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Equations of Life by Simon Morden  | March 29, Orbit  | DEBUT

This is Morden's adult novel debut although his YA effort The Lost Art garnered quite a bit of praise.  Equations of Life is the start to the Samuil Petrovitch series, which will have 3 books out in 3 months with Theories of Flight in April and Degrees of Freedom in May. Orbit gave them some truly trippy covers that will burn the images on to your retina. Whether that is a good or bad thing is debatable.
Samuil Petrovitch is a survivor.

He survived the nuclear fallout in St. Petersburg and hid in the London Metrozone - the last city in England. He's lived this long because he's a man of rules and logic.

For example, getting involved = a bad idea.

But when he stumbles into a kidnapping in progress, he acts without even thinking. Before he can stop himself, he's saved the daughter of the most dangerous man in London.

And clearly saving the girl = getting involved.

Now, the equation of Petrovitch's life is looking increasingly complex.

Russian mobsters + Yakuza + something called the New Machine Jihad = one dead Petrovitch.

But Petrovitch has a plan - he always has a plan - he's just not sure it's a good one.
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Soft Apocalypse by Will McIntosh | April, Night Shade | DEBUT

McIntosh is the writer of "Bridesicle", which won the Hugo in 2010 for best short story of the year as well as being nominated for a Nebula. Soft Apocalyse is based on a short story that was a finalist for the 2005 British Sci-Fi Association Awards. The idea of a slow decline is a take not often seen in apocalyptic fiction.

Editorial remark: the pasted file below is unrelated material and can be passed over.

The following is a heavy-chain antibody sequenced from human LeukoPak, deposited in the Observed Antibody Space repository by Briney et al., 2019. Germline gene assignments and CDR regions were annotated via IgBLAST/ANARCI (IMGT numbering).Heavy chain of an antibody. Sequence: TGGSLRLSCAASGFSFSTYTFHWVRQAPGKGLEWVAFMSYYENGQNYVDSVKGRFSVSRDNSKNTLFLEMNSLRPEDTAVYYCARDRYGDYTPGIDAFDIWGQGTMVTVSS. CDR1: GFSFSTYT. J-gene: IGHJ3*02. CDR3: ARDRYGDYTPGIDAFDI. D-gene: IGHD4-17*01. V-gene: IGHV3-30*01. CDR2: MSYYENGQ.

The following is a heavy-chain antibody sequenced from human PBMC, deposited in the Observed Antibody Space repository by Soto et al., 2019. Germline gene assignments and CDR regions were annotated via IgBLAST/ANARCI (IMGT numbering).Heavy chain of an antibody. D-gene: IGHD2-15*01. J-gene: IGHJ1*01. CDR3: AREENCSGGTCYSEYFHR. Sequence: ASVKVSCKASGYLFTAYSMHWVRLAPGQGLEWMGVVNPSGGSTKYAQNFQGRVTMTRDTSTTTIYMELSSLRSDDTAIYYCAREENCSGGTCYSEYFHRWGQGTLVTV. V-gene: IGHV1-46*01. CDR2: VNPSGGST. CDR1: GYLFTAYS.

What happens when resources become scarce and society starts to crumble? As the competition for resources pulls America's previously stable society apart, the "New Normal" is a Soft Apocalypse. This is how our world ends; with a whimper instead of a bang.

"It's so hard to believe," Colin said as we crossed the steaming, empty parking lot toward the bowling alley.

"What?"

"That we're poor. That we're homeless."

"I know."

"I mean, we have college degrees," he said.

"I know," I said.

There was an ancient miniature golf course choked in weeds alongside the bowling alley. The astroturf had completely rotted away in places. The windmill had one spoke. We looked it over for a minute (both of us had once been avid mini golfers), then continued toward the door. "By the way," I added. "We're not homeless, we're nomads. Keep your labels straight."

New social structures and tribal connections spring up across America, as the previous social structures begin to dissolve. Soft Apocalypse follows the journey across the South East of a tribe of formerly middle class Americans as they struggle to find a place for themselves and their children in a new, dangerous world that still carries the ghostly echoes of their previous lives.
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Fuzzy Nation by John Scalzi | May 10, Tor

Fuzzy Nation is a reboot of H. Beam Piper's classic Little Fuzzy using the basic idea of the story, but making it his own. Quite an oddity in publishing today to try something like this, but given how well it works (sometimes) in TV and movies it is amazing we haven't seen it done sooner. After Scalzi's announcement about the book I immediately went out and read Little Fuzzy and can definitely see how it fits Scalzi's tone and approach. Big government doing nasty things and a lot of playful language.
Jack Holloway works alone, for reasons he doesn’t care to talk about. Hundreds of miles from ZaraCorp’s headquarters on planet, 178 light-years from the corporation’s headquarters on Earth, Jack is content as an independent contractor, prospecting and surveying at his own pace. As for his past, that’s not up for discussion.

Then, in the wake of an accidental cliff collapse, Jack discovers a seam of unimaginably valuable jewels, to which he manages to lay legal claim just as ZaraCorp is cancelling their contract with him for his part in causing the collapse. Briefly in the catbird seat, legally speaking, Jack pressures ZaraCorp into recognizing his claim, and cuts them in as partners to help extract the wealth.